Ladies and gentlemen, this week I had the pleasure to be part of a panel of a breakfast discussion addressed by President Ramaphosa on the sidelines of World Economic Forum Africa meetings. One of the panelists said to President Ramaphosa that household South Africa is like a house full of dirty dishes, uncollected rubbish, dirty floor with dirty children. In her view, before we invite visitors to the household South Africa we need to first tidy up and clean the house. I couldn’t help but wonder if her views are held by many South Africans. I must say, majority have forgotten a Sepedi idiom that says Moeng e tla ka Gaye re je ka wena. Meaning when we have visitors as Africans we always ensure that the house is ready to welcome the visitors. We never say because we don’t have enough pots to cook therefore we cannot have wedding ceremonies. In a true African culture, if we are short of anything we go to the neighbours to borrow so that we can host visitors.

Indeed, in the words of former President Mbeki, “As South Africans, we owe our emancipation from apartheid in no small measure to the support and solidarity extended to us by all the peoples of Africa. In that sense our victory over the system of white minority domination is an African victory. This,..., imposes an obligation on us to use this gift of freedom, which is itself an important contribution to Africa's Renaissance, to advance the cause of the peoples of our continent”.

Many of you could be wondering what all I have said thus far to do with the cultural economy that you asked me to speak about.

In the same remarks I referred to when I started, President Mbeki also took his audience on a virtual journey through the African continent and amongst other things he said:

“I would like to wander around in the great street markets of the pulsating African city of Lagos, and bargain with the street traders as millions of Nigerians do, being part of these teeming crowds. From here, I would visit the museums, to contemplate the Benin bronzes and the masks that speak of ancient African skill in the plastic arts, and marvellous craftsmanship.”

“I would march through Africa to hear her musicians and poets, to see her dancers and her clothes and the varied ancient games she plays. I would strive to hear how the Africans laugh, and the funny stories they tell, and richness of expression in the languages they speak, and experience the taste and variety of the food they eat, and acquire the handicrafts they produce with their hands, with reeds and beads and bits of wood and animal skins.”

The tourist journey that he described can only be made possible in an Africa that is open for all Africans to march through without barriers, an Africa that welcomes its guests regardless of the country origin. An Africa that is willing to share its rich culture that includes her musicians and poets with everyone regardless of their race, gender and creed.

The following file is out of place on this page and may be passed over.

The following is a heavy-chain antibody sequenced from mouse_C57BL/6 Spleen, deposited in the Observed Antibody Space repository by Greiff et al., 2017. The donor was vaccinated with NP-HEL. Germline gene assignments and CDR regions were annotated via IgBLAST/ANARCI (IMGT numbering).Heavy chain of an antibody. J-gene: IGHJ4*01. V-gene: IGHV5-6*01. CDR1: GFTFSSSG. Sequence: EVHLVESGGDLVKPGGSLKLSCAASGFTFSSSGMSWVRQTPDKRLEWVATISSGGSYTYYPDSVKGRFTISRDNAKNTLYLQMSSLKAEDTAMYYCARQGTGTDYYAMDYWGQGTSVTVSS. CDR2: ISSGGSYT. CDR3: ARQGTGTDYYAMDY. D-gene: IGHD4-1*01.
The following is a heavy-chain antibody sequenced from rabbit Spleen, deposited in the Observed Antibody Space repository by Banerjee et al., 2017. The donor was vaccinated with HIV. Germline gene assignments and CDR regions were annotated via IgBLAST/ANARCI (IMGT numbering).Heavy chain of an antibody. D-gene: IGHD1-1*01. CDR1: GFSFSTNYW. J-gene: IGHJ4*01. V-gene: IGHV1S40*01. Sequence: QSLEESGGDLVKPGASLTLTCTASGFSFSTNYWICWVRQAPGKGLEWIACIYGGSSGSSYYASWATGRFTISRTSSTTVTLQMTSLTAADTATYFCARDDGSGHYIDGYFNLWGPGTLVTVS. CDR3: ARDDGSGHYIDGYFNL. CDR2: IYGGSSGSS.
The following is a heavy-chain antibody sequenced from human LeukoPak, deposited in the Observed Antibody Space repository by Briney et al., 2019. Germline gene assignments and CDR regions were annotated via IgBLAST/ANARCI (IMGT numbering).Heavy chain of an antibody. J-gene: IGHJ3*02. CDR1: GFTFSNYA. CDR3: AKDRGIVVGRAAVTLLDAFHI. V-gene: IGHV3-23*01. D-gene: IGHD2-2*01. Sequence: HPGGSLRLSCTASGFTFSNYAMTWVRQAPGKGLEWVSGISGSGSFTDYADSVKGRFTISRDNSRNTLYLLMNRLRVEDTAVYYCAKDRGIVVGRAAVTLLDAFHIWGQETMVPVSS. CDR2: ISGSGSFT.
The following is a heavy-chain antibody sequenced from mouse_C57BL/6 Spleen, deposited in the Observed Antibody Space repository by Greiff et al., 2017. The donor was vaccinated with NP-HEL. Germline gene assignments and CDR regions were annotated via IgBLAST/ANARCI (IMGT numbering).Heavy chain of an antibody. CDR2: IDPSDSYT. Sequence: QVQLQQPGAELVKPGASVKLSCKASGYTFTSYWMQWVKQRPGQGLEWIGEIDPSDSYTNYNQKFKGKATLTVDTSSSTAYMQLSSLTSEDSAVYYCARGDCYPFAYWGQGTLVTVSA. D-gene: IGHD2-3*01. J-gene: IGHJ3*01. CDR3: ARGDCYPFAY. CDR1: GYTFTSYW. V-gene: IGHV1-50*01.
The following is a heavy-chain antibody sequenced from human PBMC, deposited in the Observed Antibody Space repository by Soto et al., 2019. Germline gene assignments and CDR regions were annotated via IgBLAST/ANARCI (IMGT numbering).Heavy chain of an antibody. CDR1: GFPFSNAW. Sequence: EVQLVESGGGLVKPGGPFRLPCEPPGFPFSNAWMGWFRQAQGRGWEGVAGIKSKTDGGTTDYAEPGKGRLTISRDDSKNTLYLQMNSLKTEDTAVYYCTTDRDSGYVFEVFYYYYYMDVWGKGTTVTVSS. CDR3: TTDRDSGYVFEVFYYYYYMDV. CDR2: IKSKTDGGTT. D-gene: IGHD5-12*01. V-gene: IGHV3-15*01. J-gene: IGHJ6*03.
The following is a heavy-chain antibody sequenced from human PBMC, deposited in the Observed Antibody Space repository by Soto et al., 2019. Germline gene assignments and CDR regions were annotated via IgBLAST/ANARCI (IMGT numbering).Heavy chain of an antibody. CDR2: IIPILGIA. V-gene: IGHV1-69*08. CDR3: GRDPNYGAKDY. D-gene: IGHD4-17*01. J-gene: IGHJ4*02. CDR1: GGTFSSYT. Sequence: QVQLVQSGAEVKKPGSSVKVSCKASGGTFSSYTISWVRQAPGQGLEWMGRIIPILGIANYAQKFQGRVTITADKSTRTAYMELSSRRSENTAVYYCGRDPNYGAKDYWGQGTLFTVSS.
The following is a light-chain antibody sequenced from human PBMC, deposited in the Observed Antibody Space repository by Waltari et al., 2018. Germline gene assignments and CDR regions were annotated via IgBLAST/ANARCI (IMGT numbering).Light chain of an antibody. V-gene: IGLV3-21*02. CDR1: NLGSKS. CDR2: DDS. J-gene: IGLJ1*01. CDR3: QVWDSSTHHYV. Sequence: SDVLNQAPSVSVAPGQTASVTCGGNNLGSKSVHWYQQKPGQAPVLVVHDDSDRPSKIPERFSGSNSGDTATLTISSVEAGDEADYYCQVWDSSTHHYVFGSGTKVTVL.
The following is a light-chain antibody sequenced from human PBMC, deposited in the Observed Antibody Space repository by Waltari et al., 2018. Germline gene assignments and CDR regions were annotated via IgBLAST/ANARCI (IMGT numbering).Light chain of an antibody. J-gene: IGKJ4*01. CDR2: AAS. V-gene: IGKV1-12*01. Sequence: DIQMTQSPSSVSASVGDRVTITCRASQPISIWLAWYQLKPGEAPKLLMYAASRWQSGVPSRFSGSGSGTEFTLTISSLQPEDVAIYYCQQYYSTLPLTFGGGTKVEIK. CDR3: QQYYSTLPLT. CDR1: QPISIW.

Tourism, which has linkages to virtually every industry in the economy and in the African continent, has great potential for growth and it is the responsibility of all Africans to make Africa a tourist destination of choice. Cultural tourism in the African continent is an area that remains largely unexplored. Exploring this aspect of the economy, will demand of us to preserve our values, customs, beliefs, art, music and symbolic practices by which African men and women live. It will also remind us that our history is that of a great people who have lived together peacefully as neighbours.

It is only by working together as Africans that we can turn our rich cultural heritage into a great economic asset. I am pleased and encouraged to know that the majority of Africans are tirelessly working towards the African renaissance and nothing will deter them in this great undertaking. They still believe that it is a crime to poison the kola nuts with which we welcome our friends.
Ladies and gentlemen,

Let me conclude by saying we are very pleased that the Foundation has started the work towards building a Thabo Mbeki Presidential Library. We welcome the initiative and we hope, as the Department of Tourism, to work closely with the foundation in making this project a reality. We will offer our assistance where we can.

Currently, we are faced with the mammoth challenge of selling the South African brand to tourists around the world. This is because South Africa the brand has suffered great damage in the recent past. We believe that the codified knowledge and the cultural heritage that will be hosted in this presidential library will serve as great asset in restoring our image and our brand as a nation united in our diversity.

We are confident that the Thabo Mbeki Presidential Library, which will host the rich legacy of Former President Thabo Mbeki and other African leaders, will become an important cultural monument that will not only serve to bring tourists to our shores but will also serve as a reminder of who we are as Africans, where we come from, what we have achieved and our obligations, as a young generation, towards creating a united and prosperous Africa which is at peace with itself.

I thank you